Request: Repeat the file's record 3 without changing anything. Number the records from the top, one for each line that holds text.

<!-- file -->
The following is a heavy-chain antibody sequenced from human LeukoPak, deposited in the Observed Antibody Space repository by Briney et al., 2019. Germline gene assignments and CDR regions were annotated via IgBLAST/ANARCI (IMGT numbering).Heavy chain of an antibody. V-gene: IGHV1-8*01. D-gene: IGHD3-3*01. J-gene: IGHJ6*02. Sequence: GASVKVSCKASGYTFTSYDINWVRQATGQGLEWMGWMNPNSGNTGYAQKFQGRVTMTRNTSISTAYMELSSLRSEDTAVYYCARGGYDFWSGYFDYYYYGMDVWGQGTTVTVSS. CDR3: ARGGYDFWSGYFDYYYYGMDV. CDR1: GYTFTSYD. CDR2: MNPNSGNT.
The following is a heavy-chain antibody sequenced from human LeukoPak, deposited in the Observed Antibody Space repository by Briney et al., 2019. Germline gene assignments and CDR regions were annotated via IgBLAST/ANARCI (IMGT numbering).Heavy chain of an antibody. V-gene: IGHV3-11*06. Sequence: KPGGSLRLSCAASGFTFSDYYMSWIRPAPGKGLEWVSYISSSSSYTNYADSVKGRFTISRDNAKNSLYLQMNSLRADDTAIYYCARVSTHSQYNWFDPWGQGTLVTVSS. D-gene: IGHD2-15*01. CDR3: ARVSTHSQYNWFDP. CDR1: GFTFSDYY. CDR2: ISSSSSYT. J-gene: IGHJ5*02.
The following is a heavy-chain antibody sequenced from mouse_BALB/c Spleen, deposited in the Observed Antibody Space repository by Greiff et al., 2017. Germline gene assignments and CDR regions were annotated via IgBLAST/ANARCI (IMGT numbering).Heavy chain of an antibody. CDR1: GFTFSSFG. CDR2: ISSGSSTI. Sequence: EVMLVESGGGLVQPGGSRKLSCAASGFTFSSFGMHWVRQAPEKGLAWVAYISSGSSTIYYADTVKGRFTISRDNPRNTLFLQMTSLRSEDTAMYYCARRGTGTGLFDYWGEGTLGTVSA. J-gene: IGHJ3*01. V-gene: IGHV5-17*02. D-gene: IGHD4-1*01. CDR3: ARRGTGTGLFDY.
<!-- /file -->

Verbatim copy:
The following is a heavy-chain antibody sequenced from mouse_BALB/c Spleen, deposited in the Observed Antibody Space repository by Greiff et al., 2017. Germline gene assignments and CDR regions were annotated via IgBLAST/ANARCI (IMGT numbering).Heavy chain of an antibody. CDR1: GFTFSSFG. CDR2: ISSGSSTI. Sequence: EVMLVESGGGLVQPGGSRKLSCAASGFTFSSFGMHWVRQAPEKGLAWVAYISSGSSTIYYADTVKGRFTISRDNPRNTLFLQMTSLRSEDTAMYYCARRGTGTGLFDYWGEGTLGTVSA. J-gene: IGHJ3*01. V-gene: IGHV5-17*02. D-gene: IGHD4-1*01. CDR3: ARRGTGTGLFDY.